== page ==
From Pol Pot to Isis, what 'provokes such madness in men'? And what can we do?

Written by Nick Maurice.

I hesitate to return to the theme I introduced in the last contribution that I made as a columnist for Marlborough News Online, but the awful events in Paris on Friday, 13 November inevitably provoke a reaction in all of us.  And if I’m honest, exploring my own reaction to those events and writing it down is a form of therapy, so please bear with me.

In 1980 I witnessed, while working for Oxfam’s emergency team in Cambodia, the immediate aftermath of the ghastly Pol Pot Khmer Rouge regime, which over the period 1974-79 was responsible for the deaths of almost two million people of a total population of six million people in what became known as ‘the Killing Fields’.   
I heard the stories of those that had survived that period, stories that included everything from working in the paddy fields from dawn to dusk, eating rats, grasshoppers and lizards to survive, to being told that singing and laughter was banned on pain of being brutally beaten and watching family members die of starvation, disease or assassination.   

I witnessed a complete breakdown of trust between fellow Cambodians “He might have ‘blood on his hands’”.

Inevitably, one asks the question “Why?”

What is it that provokes such madness in men, and it is almost always men (it seems that this was the case in Paris), that they are able to perpetrate such iniquities and cause so much suffering in fellow human beings? What are the ingredients that lead to such violence? Why the Khmer Rouge, Isis, Al Shabaab, Boko Haram?

There is no doubt that conflict, poverty whether material or intellectual and a feeling of impotence are pretty essential ingredients and certainly that was the case in Cambodia which had been illegally and widely bombed by the US because it was seen as a route by which the Northern based Communist Vietcong were supplying their troops in South Vietnam along the so-called Ho Chi Minh trail.   

The immediate aftermath of that conflict in 1975 provided the environment for this fundamentalist Khmer Rouge group, who wanted to annihilate anyone with an education and do away with a monetary system and instead worship the Angkor, the peasant and the growing of rice.

I remember walking down a semi-deserted main street in Phnom Penh with Henry Kamm a well known journalist from the Washington Post who had covered Indo China for many years including the Vietnam war, when a group of children approached us, thinking we were Russians, as the Communists were in control, and shouted at us “Soviets! Soviets! Soviets!”.   

Henry turned to me and said, “Nick, that’s interesting.   In the 1950s the children of Phnom Penh used to shout “Francais! Francais!” Then in the 1960s and 70s they shouted “Americains! Americains!” and now they are shouting “Soviets! Soviets!”
What a reflection of continuous outside interference in Cambodia from the West, and control through force, leading to a feeling of impotence and the fight back we then witnessed in the form of the Khmer Rouge.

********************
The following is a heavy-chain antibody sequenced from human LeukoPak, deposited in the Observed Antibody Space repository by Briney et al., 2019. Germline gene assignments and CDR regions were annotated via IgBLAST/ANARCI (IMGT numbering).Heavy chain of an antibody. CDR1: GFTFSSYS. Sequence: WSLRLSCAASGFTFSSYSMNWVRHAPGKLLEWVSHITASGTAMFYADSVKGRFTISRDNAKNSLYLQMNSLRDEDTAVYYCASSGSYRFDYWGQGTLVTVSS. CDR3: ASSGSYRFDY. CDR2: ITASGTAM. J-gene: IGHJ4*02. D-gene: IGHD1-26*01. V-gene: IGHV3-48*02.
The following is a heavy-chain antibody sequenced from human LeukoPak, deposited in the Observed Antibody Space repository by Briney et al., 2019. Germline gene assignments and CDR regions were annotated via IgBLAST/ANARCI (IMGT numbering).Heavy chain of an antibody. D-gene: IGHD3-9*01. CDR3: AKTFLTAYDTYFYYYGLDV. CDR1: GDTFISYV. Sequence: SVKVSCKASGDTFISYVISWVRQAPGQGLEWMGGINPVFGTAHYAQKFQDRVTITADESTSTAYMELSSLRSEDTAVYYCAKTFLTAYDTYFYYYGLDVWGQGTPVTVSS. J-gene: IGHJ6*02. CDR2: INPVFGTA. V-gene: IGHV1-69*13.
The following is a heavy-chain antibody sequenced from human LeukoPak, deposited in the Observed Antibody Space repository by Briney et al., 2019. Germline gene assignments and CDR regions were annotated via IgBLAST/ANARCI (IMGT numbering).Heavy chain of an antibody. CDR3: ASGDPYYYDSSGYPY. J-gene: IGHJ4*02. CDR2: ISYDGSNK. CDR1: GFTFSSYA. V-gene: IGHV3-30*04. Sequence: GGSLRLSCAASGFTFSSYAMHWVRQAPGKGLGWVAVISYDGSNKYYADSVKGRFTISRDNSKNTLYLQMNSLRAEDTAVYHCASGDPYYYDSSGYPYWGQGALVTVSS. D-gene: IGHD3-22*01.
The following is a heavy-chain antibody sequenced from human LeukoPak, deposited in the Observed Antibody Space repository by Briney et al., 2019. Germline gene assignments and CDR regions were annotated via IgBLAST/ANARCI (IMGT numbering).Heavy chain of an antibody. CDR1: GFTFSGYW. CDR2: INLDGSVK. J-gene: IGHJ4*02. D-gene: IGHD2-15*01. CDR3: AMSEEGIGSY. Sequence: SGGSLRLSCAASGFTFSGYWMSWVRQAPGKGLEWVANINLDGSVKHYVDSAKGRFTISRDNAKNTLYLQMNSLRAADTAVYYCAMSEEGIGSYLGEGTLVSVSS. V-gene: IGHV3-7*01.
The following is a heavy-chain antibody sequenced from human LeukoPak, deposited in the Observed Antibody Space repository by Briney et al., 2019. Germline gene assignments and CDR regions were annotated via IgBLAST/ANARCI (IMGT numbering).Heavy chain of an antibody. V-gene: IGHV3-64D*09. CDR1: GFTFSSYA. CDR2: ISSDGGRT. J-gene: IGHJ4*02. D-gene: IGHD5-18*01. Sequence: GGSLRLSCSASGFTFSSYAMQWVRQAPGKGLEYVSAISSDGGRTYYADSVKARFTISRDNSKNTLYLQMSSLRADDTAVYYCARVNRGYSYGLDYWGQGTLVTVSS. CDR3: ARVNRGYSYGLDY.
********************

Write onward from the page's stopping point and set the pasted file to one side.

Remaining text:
And now here again, conflict in Iraq and Syria and poverty leading to the migrant crisis and a sense of impotence by young men, seem to be ingredients out of which these ghastly atrocities in Paris have occurred.

So what to do?

If I am right then to face conflict with yet more conflict cannot and must not be the answer.   This will surely be playing into the hands of Isis.   And anyway, there seems to be an assumption that Isis has a headquarters in Syria, whereas it is more likely that it is a diffuse organisation led through the internet with followers in many different countries
Engagement, whether at a political, diplomatic or civil society level has got to be the way forward.   But that is not easily a solution to which we in Marlborough can contribute.
But in our own society, what are we doing to engage with people who are of different faiths and cultures and thus understand their feelings - possibly of alienation?

What are we doing to recognise the importance of identity and appreciate that for many people in our society whether first, second or third generation immigrants there is a struggle in understanding one’s identity? Am I black, white, Caribbean, African, Indian, British, Sikh, Christian, Muslim?  And this struggle in itself can lead to despair and conflict.

Of one thing I am clear in considering the events of Friday, 13 November.   This was not an Islamic reaction.   It had nothing to do with Islam.   We in Marlborough have had the opportunity over 33 years to engage with Muslims in our link community of Gunjur and here in Marlborough in the days when we were able to get visas for friends to come over.   

You should have heard the reactions to the suggestion that what happened on 9/11 was done in the name of Islam!  And I am daily receiving e-mails from Muslim friends in Gunjur now outraged by the actions of Isis supposedly in the name of Islam and the impact these actions are having on the rise of Islamophobia around the world.

We have met with extraordinary generosity and kindness from our Muslim friends and colleagues in Gunjur and witnessed a social wealth that has to a large extent disappeared in our society.
 When I am in Gunjur in a week’s time I will be sitting down with friends there and asking the question “Why do you think the world is in such turmoil?” and “What do you think we, from Gunjur and Marlborough, can and should do about it?” I’ll report back.

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